Silent Answers Crept Across The Stars

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Eight Bells Folly: Memorial to Hart Crane by Marsden Hartley (1877-1943)

My life closed twice before its close—
It yet remains to see
If Immortality unveil
A third event to me

So huge, so hopeless to conceive
As these that twice befell.
Parting is all we know of heaven,
And all we need of hell.

Emily Dickinson

At Melville’s Tomb

by Hart Crane

Often beneath the wave, wide from this ledge
The dice of drowned men’s bones he saw bequeath
An embassy. Their numbers as he watched,
Beat on the dusty shore and were obscured.
And wrecks passed without sound of bells,
The calyx of death’s bounty giving back
A scattered chapter, livid hieroglyph,
The portent wound in corridors of shells.
Then in the circuit calm of one vast coil,
Its lashings charmed and malice reconciled,
Frosted eyes there were that lifted altars;
And silent answers crept across the stars.
Compass, quadrant and sextant contrive
No farther tides … High in the azure steeps
Monody shall not wake the mariner.
This fabulous shadow only the sea keeps.

 


 

Hart Crane committed suicide by jumping off a boat sailing from Mexico City to New York City, his depression finally overwhelming during a prolonged period of writer’s block. Marsden had been with him in Mexico City and grieved his loss by painting an image filled with symbolism of Crane’s life and poetry.

Hart Crane was not related to Stephen Crane.  Stephen died even younger at age 28 from tuberculosis and by way of hard and happier living. I am not a big fan of Stephen Crane’s parable poems. However, I think if Hart had been able to take more of Stephen’s perspective in dealing with his demons, he might have found a way through his darkest of days and not become a “shadow that one the sea keeps.”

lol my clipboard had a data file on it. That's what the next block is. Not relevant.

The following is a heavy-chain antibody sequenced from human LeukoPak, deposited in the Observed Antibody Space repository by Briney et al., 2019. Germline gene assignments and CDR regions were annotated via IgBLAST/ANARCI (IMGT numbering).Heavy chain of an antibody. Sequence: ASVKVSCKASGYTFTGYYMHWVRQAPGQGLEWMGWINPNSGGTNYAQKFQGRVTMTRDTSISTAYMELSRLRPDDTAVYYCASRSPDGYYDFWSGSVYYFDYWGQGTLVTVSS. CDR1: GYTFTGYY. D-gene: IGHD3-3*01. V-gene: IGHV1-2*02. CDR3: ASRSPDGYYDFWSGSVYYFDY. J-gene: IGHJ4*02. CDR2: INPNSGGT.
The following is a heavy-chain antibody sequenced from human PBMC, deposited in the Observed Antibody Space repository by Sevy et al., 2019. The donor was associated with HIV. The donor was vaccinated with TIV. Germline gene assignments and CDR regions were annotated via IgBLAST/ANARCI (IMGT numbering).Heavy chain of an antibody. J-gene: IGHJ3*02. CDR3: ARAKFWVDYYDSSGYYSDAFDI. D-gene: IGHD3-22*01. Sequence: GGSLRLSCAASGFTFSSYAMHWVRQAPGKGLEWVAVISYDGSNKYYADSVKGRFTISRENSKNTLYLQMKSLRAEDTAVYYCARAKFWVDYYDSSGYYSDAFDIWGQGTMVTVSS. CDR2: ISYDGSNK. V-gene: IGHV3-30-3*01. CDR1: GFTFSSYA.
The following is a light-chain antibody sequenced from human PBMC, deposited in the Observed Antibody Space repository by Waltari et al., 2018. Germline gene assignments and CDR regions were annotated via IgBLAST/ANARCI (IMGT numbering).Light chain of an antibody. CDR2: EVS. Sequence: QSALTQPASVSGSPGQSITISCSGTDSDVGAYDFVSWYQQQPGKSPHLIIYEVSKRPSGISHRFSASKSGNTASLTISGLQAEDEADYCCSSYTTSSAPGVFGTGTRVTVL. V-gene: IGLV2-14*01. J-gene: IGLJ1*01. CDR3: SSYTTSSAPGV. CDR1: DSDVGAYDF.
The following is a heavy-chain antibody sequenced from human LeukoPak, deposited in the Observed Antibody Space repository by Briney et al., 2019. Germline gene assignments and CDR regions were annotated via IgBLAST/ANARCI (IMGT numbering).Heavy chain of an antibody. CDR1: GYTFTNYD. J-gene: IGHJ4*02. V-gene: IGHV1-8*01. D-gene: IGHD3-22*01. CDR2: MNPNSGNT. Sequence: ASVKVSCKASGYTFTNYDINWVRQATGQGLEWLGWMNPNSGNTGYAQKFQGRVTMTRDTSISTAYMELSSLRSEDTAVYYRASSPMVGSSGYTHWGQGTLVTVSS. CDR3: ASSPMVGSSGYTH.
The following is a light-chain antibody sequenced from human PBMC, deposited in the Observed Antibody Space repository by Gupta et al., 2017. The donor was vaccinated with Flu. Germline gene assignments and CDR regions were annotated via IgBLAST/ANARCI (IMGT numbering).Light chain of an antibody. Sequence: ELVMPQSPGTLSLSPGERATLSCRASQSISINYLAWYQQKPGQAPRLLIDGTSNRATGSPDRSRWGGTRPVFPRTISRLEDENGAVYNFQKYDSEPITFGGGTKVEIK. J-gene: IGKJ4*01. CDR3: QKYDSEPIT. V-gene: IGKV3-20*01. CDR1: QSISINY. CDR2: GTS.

Do you think Hart Crane’s sonnet foreshadow’s his death or was thoughts of suicide part of his subconscious mind, shaping his words as he wrote?


A Man Went Before A Strange God

by Stephen Crane (1871 – 1900)

A man went before a strange God —
The God of many men, sadly wise.
And the deity thundered loudly,
Fat with rage, and puffing.
“Kneel, mortal, and cringe
And grovel and do homage
To My Particularly Sublime Majesty.”

The man fled.

Then the man went to another God —
The God of his inner thoughts.
And this one looked at him
With soft eyes
Lit with infinite comprehension,
And said, “My poor child!”

Tell All The Truth But Tell It Slant

Hart Crane
Hart Crane (1899 – 1932)

Tell All The Truth But Tell It Slant

By Emily Dickinson (1830 – 1886)

Tell all the truth but tell it slant —
Success in Circuit lies
Too bright for our infirm Delight
The Truth’s superb surprise
As Lightning to the Children eased
With explanation kind
The Truth must dazzle gradually
Or every man be blind —


 

One of the pleasures of rhyming poems for the writer and reader alike is that they lend themselves to riddles. I can speak from experience that sometimes the riddles come from deep within the subconscious and aren’t always planned, rather the words feel right and only later release their hidden meanings. Emily Dickinson is a master riddler and given that she never published any of her poetry, she saved her best laughs for herself.